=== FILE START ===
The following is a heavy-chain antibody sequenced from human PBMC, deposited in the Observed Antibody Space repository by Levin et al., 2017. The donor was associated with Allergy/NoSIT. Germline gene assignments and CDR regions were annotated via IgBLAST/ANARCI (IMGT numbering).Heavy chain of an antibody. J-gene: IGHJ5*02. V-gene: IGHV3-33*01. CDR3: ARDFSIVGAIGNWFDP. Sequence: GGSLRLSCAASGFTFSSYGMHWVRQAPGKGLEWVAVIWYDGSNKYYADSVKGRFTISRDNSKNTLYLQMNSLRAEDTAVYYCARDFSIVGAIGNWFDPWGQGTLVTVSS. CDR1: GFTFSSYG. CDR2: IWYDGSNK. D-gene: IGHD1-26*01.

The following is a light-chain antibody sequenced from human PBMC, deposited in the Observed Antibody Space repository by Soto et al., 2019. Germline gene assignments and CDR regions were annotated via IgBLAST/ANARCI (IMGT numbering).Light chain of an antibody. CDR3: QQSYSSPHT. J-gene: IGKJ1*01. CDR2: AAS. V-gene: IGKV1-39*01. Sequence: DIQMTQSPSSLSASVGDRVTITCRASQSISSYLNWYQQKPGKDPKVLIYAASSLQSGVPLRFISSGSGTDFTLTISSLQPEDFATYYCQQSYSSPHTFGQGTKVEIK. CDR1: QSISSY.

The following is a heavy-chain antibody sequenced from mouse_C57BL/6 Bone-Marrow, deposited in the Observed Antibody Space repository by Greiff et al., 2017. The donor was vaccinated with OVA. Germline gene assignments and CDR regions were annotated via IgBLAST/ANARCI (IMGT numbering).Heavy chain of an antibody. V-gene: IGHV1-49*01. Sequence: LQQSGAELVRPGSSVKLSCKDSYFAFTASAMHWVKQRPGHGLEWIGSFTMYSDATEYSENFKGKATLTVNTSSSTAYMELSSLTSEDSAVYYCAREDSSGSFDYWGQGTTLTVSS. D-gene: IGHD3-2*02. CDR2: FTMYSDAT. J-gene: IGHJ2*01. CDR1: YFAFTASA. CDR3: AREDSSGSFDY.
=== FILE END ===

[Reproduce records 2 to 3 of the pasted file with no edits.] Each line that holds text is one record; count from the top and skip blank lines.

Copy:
The following is a light-chain antibody sequenced from human PBMC, deposited in the Observed Antibody Space repository by Soto et al., 2019. Germline gene assignments and CDR regions were annotated via IgBLAST/ANARCI (IMGT numbering).Light chain of an antibody. CDR3: QQSYSSPHT. J-gene: IGKJ1*01. CDR2: AAS. V-gene: IGKV1-39*01. Sequence: DIQMTQSPSSLSASVGDRVTITCRASQSISSYLNWYQQKPGKDPKVLIYAASSLQSGVPLRFISSGSGTDFTLTISSLQPEDFATYYCQQSYSSPHTFGQGTKVEIK. CDR1: QSISSY.

The following is a heavy-chain antibody sequenced from mouse_C57BL/6 Bone-Marrow, deposited in the Observed Antibody Space repository by Greiff et al., 2017. The donor was vaccinated with OVA. Germline gene assignments and CDR regions were annotated via IgBLAST/ANARCI (IMGT numbering).Heavy chain of an antibody. V-gene: IGHV1-49*01. Sequence: LQQSGAELVRPGSSVKLSCKDSYFAFTASAMHWVKQRPGHGLEWIGSFTMYSDATEYSENFKGKATLTVNTSSSTAYMELSSLTSEDSAVYYCAREDSSGSFDYWGQGTTLTVSS. D-gene: IGHD3-2*02. CDR2: FTMYSDAT. J-gene: IGHJ2*01. CDR1: YFAFTASA. CDR3: AREDSSGSFDY.